When Xienna reads the line about the sea bending, an assistant teacher shoots me a look of shocked delight. The rest of the class is mesmerized by their rhyming skills, and the partners take their seats amidst enthusiastic applause.

Other collaborators are bound to experience some resistance. When Ms. Parks asks Keyshawn to partner with Jorge, I watch his shoulders shrug as he crosses the room. Jorge sits apart from the other students near the window, a short distance from the teacher’s desk.

Keyshawn opens with the first question:

What is the
end of time
and space?
It’s simple. It’s “e” for time
and space.
Can I punch the world?
Time and space would end.
Can I fly across the universe
in one second?
If you did, you’d be:
a. an alien, or
b. everything in space.
What objects can touch the sun?
If the sun was made of stains,
stainless steel would touch the sun.
No, Jorge.

These two poets prove to be a pretty dynamic duo after all. Keyshawn is frequently the first poet to finish an assignment; he follows instructions well and takes pleasure in “being done.” Jorge, on the other hand, has difficulty keeping his pencil on the page and regularly abandons a poem mid-sentence. In this collaboration, Keyshawn keeps Jorge on task by feeding him great questions and awaiting his replies, and Jorge surprises the entire class with his wit and wordplay. You can sense Keyshawn’s exasperation in the final line, but when I single out their collaboration at the end of class, he smiles broadly. The poem is a source of pride for both poets, and it gives me new ideas about how to help Jorge in the future.

A few days later I repeat the partner assignment in a poetry-writing class at Brooklyn College. Our list of big questions is noticeably different (“Is homosexuality genetic?” “Will there ever be an end to war?”) but we throw ourselves into the Q&A with childlike abandon. The same giggling, the same rapt attention when the page is passed. Some poets experiment with line breaks; others dangle an incomplete sentence for their partner to finish. When the page is full, I ask them to add a title before we read the collaborations aloud.

For homework, we take the collaboration a step further. The stack is collected, shuffled, and redistributed, and each poet receives another pair’s collaboration to create a new ten-line poem. Many variations are possible, but we limit ourselves to the words on the page, with permission to arrange them in any order and repeat as many as necessary. Rosemary Taveras wrote two:


The sky is sparkling,
instantaneously dangerous—
a repeated process that
travels from
the winks, smirks, cackles and stares
and runs through
electrical touches
until it arrives at our words
because words are what they are.
All of them dipped in honey and blue.

Shortage of Hue

Catchers of
dreams, our words
are what they are. They
hold grudges and spark our hearts.
Some are long and some are dipped
in honey and sugar made to be
instantaneously dangerous.
Their nets are blue
because Bob Ross
ran out of
every other color.

The first phase of this assignment encourages us to write more freely, while the second phase is an exercise in revision and compression. When we return to the workshop with the ten-line poems, each poet hears his or her words in new contexts. Another author’s selection and arrangement of our language from in-class drafts is an interesting form of response; we find out which lines hit a particular target. And the final work is a complex collaboration between three poets that can provoke discussions of authorship, ownership, and intertextuality.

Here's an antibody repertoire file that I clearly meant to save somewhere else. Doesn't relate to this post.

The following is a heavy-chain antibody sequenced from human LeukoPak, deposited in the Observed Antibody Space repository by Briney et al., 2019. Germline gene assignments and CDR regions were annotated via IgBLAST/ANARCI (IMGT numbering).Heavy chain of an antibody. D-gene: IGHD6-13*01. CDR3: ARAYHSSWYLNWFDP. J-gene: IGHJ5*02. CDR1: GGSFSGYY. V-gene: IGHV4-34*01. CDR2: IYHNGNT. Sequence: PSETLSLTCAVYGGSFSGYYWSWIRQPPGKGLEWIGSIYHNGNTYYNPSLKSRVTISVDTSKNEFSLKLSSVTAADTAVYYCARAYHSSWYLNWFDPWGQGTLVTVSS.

I’ve tried many other collaborative assignments with terrific results. We write “instant Shakespearean sonnets” by sketching the rhyme scheme in the margin and swapping the paper until the final couplet’s complete. We do the same with sestinas and villanelles. We scissor our favorite poems line-by-line and toss the strips in a central pile; each poet picks six and constructs a new poem interweaving her own words with the “found language.” Recently I made up an exercise called “The Ekphrastic Lune Loop.” Each poet brings in a reproduction of a favorite painting or photograph; then we sit in a circle, pass the pictures to the left, and pen one lune in response to each image.

Collaborative poems help us to shed some of our seriousness, our fear of making mistakes, and our fixed ideas about how and what we write. When we practice playing well with others, we lighten up and open to other possibilities. Some of the poems may feel more like high-spirited experiments than original works of art, but in writing them we learn new ways to channel inspiration when it strikes.

This article was originally published in the Spring 2009 issue of Teachers & Writers Magazine.

Matthew Burgess is an Associate Professor at Brooklyn College. He is the author of eight children's books, most recently The Red Tin Box (Chronicle) and Sylvester’s Letter (ELB). Matthew has edited an anthology of visual art and writing titled Dream Closet: Meditations on Childhood Space (Secretary Press), as well as a collection of essays titled Spellbound: The Art of Teaching Poetry (T&W). More books are forthcoming, including: As Edward Imagined: A Story of Edward Gorey (Knopf, 2024), Words With Wings & Magic Things (Tundra, 2025), and Fireworks (Harper Collins, 2024). A poet-in-residence in New York City public schools since 2001, Matthew serves as a contributing editor of Teachers & Writers Magazine.